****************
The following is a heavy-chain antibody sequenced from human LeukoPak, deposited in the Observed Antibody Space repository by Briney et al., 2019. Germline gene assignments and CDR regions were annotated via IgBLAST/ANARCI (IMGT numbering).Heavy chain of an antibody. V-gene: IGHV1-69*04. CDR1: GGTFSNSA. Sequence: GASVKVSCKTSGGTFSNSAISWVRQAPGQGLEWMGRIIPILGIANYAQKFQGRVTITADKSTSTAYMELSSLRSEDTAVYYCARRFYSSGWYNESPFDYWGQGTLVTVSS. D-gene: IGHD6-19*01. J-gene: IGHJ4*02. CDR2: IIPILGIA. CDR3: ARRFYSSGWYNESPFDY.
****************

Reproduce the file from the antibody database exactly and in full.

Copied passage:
The following is a heavy-chain antibody sequenced from human LeukoPak, deposited in the Observed Antibody Space repository by Briney et al., 2019. Germline gene assignments and CDR regions were annotated via IgBLAST/ANARCI (IMGT numbering).Heavy chain of an antibody. V-gene: IGHV1-69*04. CDR1: GGTFSNSA. Sequence: GASVKVSCKTSGGTFSNSAISWVRQAPGQGLEWMGRIIPILGIANYAQKFQGRVTITADKSTSTAYMELSSLRSEDTAVYYCARRFYSSGWYNESPFDYWGQGTLVTVSS. D-gene: IGHD6-19*01. J-gene: IGHJ4*02. CDR2: IIPILGIA. CDR3: ARRFYSSGWYNESPFDY.